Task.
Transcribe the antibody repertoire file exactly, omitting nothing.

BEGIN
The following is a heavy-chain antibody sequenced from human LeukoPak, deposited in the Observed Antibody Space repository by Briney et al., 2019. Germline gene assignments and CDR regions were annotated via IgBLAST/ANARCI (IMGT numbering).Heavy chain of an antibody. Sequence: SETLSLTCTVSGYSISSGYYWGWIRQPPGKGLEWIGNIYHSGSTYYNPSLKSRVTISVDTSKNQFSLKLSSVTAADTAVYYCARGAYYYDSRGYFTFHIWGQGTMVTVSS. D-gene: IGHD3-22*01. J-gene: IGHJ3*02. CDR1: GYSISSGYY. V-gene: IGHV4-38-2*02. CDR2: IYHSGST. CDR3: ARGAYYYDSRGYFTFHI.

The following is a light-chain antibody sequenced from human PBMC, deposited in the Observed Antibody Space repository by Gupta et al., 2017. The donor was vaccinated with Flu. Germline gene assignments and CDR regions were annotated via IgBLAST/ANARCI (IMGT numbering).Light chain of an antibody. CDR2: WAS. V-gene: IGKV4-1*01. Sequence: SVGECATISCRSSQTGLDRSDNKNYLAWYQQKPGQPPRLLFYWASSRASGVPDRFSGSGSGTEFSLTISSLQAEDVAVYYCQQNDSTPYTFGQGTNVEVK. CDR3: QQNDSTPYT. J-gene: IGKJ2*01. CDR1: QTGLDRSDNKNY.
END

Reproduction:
The following is a heavy-chain antibody sequenced from human LeukoPak, deposited in the Observed Antibody Space repository by Briney et al., 2019. Germline gene assignments and CDR regions were annotated via IgBLAST/ANARCI (IMGT numbering).Heavy chain of an antibody. Sequence: SETLSLTCTVSGYSISSGYYWGWIRQPPGKGLEWIGNIYHSGSTYYNPSLKSRVTISVDTSKNQFSLKLSSVTAADTAVYYCARGAYYYDSRGYFTFHIWGQGTMVTVSS. D-gene: IGHD3-22*01. J-gene: IGHJ3*02. CDR1: GYSISSGYY. V-gene: IGHV4-38-2*02. CDR2: IYHSGST. CDR3: ARGAYYYDSRGYFTFHI.

The following is a light-chain antibody sequenced from human PBMC, deposited in the Observed Antibody Space repository by Gupta et al., 2017. The donor was vaccinated with Flu. Germline gene assignments and CDR regions were annotated via IgBLAST/ANARCI (IMGT numbering).Light chain of an antibody. CDR2: WAS. V-gene: IGKV4-1*01. Sequence: SVGECATISCRSSQTGLDRSDNKNYLAWYQQKPGQPPRLLFYWASSRASGVPDRFSGSGSGTEFSLTISSLQAEDVAVYYCQQNDSTPYTFGQGTNVEVK. CDR3: QQNDSTPYT. J-gene: IGKJ2*01. CDR1: QTGLDRSDNKNY.